If there’s something to be said for GW2 by now, then that it’s a master of opposite effect. Scores of players who never knew the word journey before are suddenly confessing to putting on that explorer’s hat every night, looking to climb mountains or swim down the deepest caves, for another vista, a point of interest, a jumping puzzle – or just one more stunning land mark discovered. Because the world is vast and beautiful like that and the next bend of the road is rewarding. To anybody.

Players proud to be die-hard soloers, sick and tired of stale grouping mechanics, find themselves partying up with strangers on a regular basis, chatting and cooperating more than ever – even crossing half a zone just to get a fallen player back on his feet. Finally, an ally. Not somebody to race to that next node.

Those sworn off questing permanently still enjoy the more random, dynamic events that spawn around heart areas, following narratives up to the big baddie at the very end. Maybe there’s a chest, maybe not – either way it’s fun and while it’s still questing, it lacks the orchestrated linearity to actually feel like it.

Then, there’s people like me – done with the holy trinity. Done with setup gripes and inflexibility, to a point where the idea of tanking or healing has become appalling. Lo and behold, GW2 brings back some of the fun about these jobs. Why? Because roles aren’t strict and nobody expects you to stick to one of them.

“Hear me, I am a fickle creature! I don’t want what I have and I crave what I have not! That which I am forced to do, I loathe – that which I choose freely, I cherish. I am homo sapiens!

The ultimate move

So, by that same rule of reverse psychology, how would a smart MMO developer (with the whole package) go about his B2P (or F2P) business model, getting his audience to spend a little more than just what they “have to”?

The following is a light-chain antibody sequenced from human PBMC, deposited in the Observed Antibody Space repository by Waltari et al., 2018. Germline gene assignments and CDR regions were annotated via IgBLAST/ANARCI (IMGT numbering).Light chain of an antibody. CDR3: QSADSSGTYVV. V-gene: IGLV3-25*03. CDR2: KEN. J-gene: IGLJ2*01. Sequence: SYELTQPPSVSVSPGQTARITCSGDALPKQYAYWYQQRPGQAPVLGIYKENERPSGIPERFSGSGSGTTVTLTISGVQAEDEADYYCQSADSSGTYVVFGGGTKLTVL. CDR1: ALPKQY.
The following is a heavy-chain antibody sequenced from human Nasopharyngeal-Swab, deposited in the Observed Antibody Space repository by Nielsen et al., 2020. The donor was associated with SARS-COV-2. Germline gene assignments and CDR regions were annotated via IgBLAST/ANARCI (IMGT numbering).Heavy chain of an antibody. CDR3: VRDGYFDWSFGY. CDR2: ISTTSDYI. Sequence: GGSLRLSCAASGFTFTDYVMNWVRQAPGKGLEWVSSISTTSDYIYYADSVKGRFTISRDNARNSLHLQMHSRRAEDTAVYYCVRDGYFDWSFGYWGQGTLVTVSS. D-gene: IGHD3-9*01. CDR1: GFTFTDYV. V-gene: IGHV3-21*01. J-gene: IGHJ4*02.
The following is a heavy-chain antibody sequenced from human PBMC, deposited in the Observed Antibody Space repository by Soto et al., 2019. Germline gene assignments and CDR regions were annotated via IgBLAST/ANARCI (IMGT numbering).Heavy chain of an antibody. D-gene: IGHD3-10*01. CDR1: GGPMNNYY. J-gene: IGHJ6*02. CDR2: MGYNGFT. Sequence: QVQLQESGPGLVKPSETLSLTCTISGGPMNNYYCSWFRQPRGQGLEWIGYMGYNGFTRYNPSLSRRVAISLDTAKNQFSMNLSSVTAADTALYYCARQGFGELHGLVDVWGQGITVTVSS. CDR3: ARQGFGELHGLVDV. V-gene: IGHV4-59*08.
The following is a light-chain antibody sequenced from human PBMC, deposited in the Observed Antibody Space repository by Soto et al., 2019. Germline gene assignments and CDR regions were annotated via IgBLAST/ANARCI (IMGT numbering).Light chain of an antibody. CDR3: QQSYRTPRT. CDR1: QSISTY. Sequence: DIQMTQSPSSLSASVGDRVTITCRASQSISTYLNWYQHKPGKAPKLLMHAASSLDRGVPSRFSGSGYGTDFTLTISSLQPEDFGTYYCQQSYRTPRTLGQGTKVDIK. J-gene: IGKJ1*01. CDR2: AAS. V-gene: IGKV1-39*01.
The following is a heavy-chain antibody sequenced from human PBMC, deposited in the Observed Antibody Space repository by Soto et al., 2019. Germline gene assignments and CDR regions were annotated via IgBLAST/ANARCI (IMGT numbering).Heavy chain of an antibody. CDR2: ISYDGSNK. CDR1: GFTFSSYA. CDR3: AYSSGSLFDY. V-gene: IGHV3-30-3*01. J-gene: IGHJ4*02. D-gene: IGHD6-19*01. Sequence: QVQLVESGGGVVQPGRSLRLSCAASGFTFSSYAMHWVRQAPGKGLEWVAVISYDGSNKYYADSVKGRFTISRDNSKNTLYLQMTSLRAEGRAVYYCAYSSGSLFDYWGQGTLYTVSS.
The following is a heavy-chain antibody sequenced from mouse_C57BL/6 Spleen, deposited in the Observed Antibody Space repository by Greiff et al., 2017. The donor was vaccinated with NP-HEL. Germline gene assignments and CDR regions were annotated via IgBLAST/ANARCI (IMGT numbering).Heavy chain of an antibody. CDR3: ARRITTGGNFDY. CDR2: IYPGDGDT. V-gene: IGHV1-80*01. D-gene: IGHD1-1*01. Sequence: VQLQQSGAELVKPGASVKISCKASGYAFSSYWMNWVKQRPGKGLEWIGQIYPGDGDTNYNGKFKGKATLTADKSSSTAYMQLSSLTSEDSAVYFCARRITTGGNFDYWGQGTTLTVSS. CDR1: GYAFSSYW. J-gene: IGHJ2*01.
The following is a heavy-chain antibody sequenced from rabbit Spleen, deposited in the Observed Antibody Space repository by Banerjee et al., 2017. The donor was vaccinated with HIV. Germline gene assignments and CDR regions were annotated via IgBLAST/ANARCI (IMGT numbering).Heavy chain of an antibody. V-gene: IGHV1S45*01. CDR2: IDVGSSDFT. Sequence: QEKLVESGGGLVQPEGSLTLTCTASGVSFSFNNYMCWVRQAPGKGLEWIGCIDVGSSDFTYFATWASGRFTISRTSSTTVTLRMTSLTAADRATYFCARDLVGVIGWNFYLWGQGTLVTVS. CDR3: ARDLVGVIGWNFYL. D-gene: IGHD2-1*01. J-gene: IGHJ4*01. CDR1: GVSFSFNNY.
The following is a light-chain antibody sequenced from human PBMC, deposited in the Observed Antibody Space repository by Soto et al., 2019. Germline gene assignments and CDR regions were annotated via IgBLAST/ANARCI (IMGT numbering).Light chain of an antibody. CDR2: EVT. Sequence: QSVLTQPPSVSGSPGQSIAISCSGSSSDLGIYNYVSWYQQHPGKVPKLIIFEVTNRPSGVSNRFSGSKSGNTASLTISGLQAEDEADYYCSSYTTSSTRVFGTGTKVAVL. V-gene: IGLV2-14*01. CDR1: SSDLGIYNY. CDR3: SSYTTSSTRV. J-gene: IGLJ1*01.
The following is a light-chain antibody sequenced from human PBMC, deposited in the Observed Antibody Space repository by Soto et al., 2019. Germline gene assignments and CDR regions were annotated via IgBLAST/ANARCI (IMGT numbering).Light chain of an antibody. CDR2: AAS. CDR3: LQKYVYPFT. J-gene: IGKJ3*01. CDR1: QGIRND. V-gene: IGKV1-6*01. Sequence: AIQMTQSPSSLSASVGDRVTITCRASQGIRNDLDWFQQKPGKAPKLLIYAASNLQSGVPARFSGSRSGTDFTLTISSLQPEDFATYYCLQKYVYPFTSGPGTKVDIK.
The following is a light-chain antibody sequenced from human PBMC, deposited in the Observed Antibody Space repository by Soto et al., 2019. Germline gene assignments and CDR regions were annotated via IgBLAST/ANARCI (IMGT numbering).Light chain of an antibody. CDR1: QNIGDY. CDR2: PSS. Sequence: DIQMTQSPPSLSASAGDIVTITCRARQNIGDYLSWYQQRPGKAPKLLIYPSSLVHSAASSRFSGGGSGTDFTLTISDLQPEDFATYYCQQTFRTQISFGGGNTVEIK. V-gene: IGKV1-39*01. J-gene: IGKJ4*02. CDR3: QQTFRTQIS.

….But of course –

ColinJohanson.2394:
“No need to buy them, Gw2 will feature consistent free content updates and in-game events going forward. Our goal is to make it so you get more from Gw2 for free than you get from a game you pay a subscription for.
On top of a large amount of free bonus content, we will be expanding on offerings in the Black Lion Trading Company going forward, as well as be doing large-scale expansion content down the road.
We’ll cover a lot of the details on the kind of support and plans we have in place over the next month or so on the Gw2 blog and with our press partners.
We do appreciate that you’d like to buy lots of new content, but we’d prefer to give a lot of it to you for free, cause that’s what we think a responsible MMO company does!”


“Thanks for the response and I’d just like to say that the attitude you just described is why you guys are my favourite games company! It’s also why I’ve bought bank space, dye packs and 2 character slots already, even though I normally spend nothing in cash shops & never buy dlc.”

Of all the comments and articles on GW2 I have come across these past two weeks, this forum conversation is the most remarkable, awe-inspiring and uncanny one of all. Love or hate this MMO, think of ANet whatever else you like – this is free-to-play marketing done to perfection. This is convincing your audience that they’re making such a superior deal, they might as well re-invest those imaginary savings! And all delivered with an air of casual frivolity. My god ArenaNet, you do know what you are doing!

In that same spirit of effectiveness, I wish you all the most horrible weekend and many awful adventures in Tyria! I know you will have lots of them.